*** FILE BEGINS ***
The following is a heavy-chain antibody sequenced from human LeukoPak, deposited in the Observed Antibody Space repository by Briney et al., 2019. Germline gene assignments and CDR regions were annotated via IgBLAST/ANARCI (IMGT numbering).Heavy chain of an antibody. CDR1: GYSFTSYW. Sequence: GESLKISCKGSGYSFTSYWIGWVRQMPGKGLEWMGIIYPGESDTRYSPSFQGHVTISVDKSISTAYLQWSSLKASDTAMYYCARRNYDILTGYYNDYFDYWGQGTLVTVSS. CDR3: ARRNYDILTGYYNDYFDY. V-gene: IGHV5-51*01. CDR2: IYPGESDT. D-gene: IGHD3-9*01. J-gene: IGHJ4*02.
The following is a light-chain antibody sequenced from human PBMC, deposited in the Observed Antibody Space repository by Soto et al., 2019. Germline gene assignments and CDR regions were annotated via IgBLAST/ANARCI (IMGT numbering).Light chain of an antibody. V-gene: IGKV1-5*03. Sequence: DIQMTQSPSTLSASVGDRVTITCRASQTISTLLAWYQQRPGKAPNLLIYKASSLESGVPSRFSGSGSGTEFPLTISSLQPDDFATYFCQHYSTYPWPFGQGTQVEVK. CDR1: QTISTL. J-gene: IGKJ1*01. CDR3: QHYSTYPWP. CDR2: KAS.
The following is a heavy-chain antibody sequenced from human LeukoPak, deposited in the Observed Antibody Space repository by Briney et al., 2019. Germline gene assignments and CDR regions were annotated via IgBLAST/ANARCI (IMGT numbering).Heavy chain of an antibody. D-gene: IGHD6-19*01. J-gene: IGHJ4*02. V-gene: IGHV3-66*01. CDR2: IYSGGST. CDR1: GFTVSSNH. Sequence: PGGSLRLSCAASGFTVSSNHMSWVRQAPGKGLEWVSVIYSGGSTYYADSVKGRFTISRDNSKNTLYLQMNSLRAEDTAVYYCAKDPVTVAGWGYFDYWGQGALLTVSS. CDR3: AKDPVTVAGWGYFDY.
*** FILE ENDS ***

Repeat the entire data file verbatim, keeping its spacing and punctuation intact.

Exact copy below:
The following is a heavy-chain antibody sequenced from human LeukoPak, deposited in the Observed Antibody Space repository by Briney et al., 2019. Germline gene assignments and CDR regions were annotated via IgBLAST/ANARCI (IMGT numbering).Heavy chain of an antibody. CDR1: GYSFTSYW. Sequence: GESLKISCKGSGYSFTSYWIGWVRQMPGKGLEWMGIIYPGESDTRYSPSFQGHVTISVDKSISTAYLQWSSLKASDTAMYYCARRNYDILTGYYNDYFDYWGQGTLVTVSS. CDR3: ARRNYDILTGYYNDYFDY. V-gene: IGHV5-51*01. CDR2: IYPGESDT. D-gene: IGHD3-9*01. J-gene: IGHJ4*02.
The following is a light-chain antibody sequenced from human PBMC, deposited in the Observed Antibody Space repository by Soto et al., 2019. Germline gene assignments and CDR regions were annotated via IgBLAST/ANARCI (IMGT numbering).Light chain of an antibody. V-gene: IGKV1-5*03. Sequence: DIQMTQSPSTLSASVGDRVTITCRASQTISTLLAWYQQRPGKAPNLLIYKASSLESGVPSRFSGSGSGTEFPLTISSLQPDDFATYFCQHYSTYPWPFGQGTQVEVK. CDR1: QTISTL. J-gene: IGKJ1*01. CDR3: QHYSTYPWP. CDR2: KAS.
The following is a heavy-chain antibody sequenced from human LeukoPak, deposited in the Observed Antibody Space repository by Briney et al., 2019. Germline gene assignments and CDR regions were annotated via IgBLAST/ANARCI (IMGT numbering).Heavy chain of an antibody. D-gene: IGHD6-19*01. J-gene: IGHJ4*02. V-gene: IGHV3-66*01. CDR2: IYSGGST. CDR1: GFTVSSNH. Sequence: PGGSLRLSCAASGFTVSSNHMSWVRQAPGKGLEWVSVIYSGGSTYYADSVKGRFTISRDNSKNTLYLQMNSLRAEDTAVYYCAKDPVTVAGWGYFDYWGQGALLTVSS. CDR3: AKDPVTVAGWGYFDY.